Polansky describes himself as a “history buff” and professes an inability to understand the fantasy of the Tolkien school. There are two things to note, I think. One: what is Polansky’s view of history? Two: How does Tolkien see fantasy?
To answer question one: From reading the guest post, I would guess that Polansky has a rather dystopic view of human nature. He posits that humans would, perhaps, gleefully eradicate an elf species that lived alongside our ancestors, and he expresses an interests in the seedier, darker, nastier aspects of history (hence, the slums of the Shire). This dystopic vision of human nature is highly contestable and uncertain. The histories I have read often (especially new scholarship) display as much about our own and our predecessor’s ignorance about history as it does the actual events of the past. Often I wonder, were things truly as brutish as the “Dung Ages” imply?
To answer question two: Tolkien’s vision of fantasy is highly mythic. With The Lord of the Rings, Tolkien creates a work, a world, that aspires to the level of Homer, Ovid, Mallory, Beowulf, The Pearl Poet, etc. Middle Earth is not meant to be taken as a form of history, but it is meant to be taken as a form of modern myth making. One of the themes of The Lord of the Rings is the coming together of various distrustful races to combat an even greater threat to all of them. Rather or not humans and elves would historically have attempted to eradicate each other is immaterial, what is important is what they represent symbolically. And that it is at times the least of us who make the greatest contributions (like the Hobbits).
So, Tolkien, while being inspired by history, does not allow history to dominate the text. Middle Earth is a “fairyland,” a world where myths, legends, and fairy tales walk among average people. And depending on the vision of the author, rather an epic, romantic, comedic, tragic, or ironic mode is at play within that world.
I would argue that the reaction against the Tolkien Clones has produced a movement towards focusing on history over myth. Basically, a type of mundane fantasy in which there is little magic and myth. Historical fiction set in a secondary world focusing on the excesses of the nobility and the absolute squalor of the peasantry is not something I am especially fond of reading. Though I am a fan of Sword and Sorcery, I prefer the sorcery over the sword every day of the week.
The interplay of myth and history plays a key role in the current debate over the direction of modern fantasy. There seems to be a growing movement towards a brutal, dystopic fantasy which can play out for some readers as nihilistic. But is there something missing from these works? Is the mythic element, which is key to fantasy’s true success and power, missing? I don’t know. I’ve read some of the “brutal” fantasy, but not all of it. I have read Bakker’s The Darkness That Comes Before. Personally, I think anyone familiar with Herbert’s Dune should be able to figure that one out (to an extent).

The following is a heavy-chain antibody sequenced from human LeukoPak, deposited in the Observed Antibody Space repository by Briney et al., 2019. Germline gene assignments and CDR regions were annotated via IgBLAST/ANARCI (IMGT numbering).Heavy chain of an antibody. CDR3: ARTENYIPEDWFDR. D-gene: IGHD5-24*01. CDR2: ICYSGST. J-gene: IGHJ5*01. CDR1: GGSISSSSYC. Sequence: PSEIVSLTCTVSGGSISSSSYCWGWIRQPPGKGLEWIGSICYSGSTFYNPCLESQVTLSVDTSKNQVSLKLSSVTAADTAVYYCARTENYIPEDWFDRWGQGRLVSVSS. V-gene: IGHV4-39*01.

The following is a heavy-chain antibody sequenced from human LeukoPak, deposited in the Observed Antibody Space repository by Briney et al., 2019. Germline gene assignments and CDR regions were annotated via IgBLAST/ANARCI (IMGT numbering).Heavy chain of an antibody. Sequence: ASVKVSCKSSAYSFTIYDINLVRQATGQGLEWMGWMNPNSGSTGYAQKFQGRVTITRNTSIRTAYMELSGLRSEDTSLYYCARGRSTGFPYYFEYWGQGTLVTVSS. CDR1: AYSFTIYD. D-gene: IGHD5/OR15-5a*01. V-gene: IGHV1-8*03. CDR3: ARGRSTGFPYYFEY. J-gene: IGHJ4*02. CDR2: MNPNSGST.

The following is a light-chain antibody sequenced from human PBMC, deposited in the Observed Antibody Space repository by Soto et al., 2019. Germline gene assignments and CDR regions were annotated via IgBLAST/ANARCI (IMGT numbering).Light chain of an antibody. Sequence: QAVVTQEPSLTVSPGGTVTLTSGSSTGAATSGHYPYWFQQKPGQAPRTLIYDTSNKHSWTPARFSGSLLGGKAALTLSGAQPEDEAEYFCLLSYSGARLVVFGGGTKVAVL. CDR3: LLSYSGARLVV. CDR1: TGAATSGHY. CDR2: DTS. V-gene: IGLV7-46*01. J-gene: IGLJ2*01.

But, all of this is really a matter of perspective. What histories do you read? When were they published? What audience are they intended for? How do you “read” fantasy? How do you analyse what you read? All of these questions are important in understanding how an individual author or reader looks at the world and what he/ she reads and writes. Take myself for example. I tend to prefer rather more academic (published by academics from university publishing houses) over popular histories (even though there are some popular histories that are quite good), and I tend to be more of a literary critic when I read. I am more prone to see things as constructions, including history. The events happened, but those events are artificially formed into a narrative that is intended for a specific audience. Take the attitude towards the medieval period. Shortly after the “Middle Ages,” they became the “Dark Ages” to contrast the with old light of “Classical” Rome and the new light of the Renaissance (“rebirth”) and the subsequent Enlightenment. The Romantics’ view of the “Dark Ages” is colored by their rejection of the “Neoclassical” rationalism of the Enlightenment, and the Victorians’ view is a conflict between the two. And let’s not even mention the Modern and Postmodern rejection of anything, everything, and nothing.
Would I want to live in another time period? I don’t know. The 1960s and 1970s sound interesting. The 1920s are a possibility. Would I really want to live during the American Gilded Age, the High Middle Ages, the Pax Augusta, or the reign of Ramesses II? I don’t think so. But when writing fantasy, is things really about when one would like to have lived?
In my earlier rant about research and historical knowledge, I mentioned my strong belief in experimentation. For fantasy to grow as a genre, it has to be willing to move beyond the shadows of the medieval. It has to be able to dance between myth and history, between utopia and dystopia, between symbol and versimilitude, and between the imagination and the real.
Fantasy set in a secondary world that fully explores a setting inspired by early Plantagenets is just as valuable as a crazy mishmash of cultures and inspirations. But it is the talent and skill of the author that makes each work succeed or fail. Manga does, can fantasy?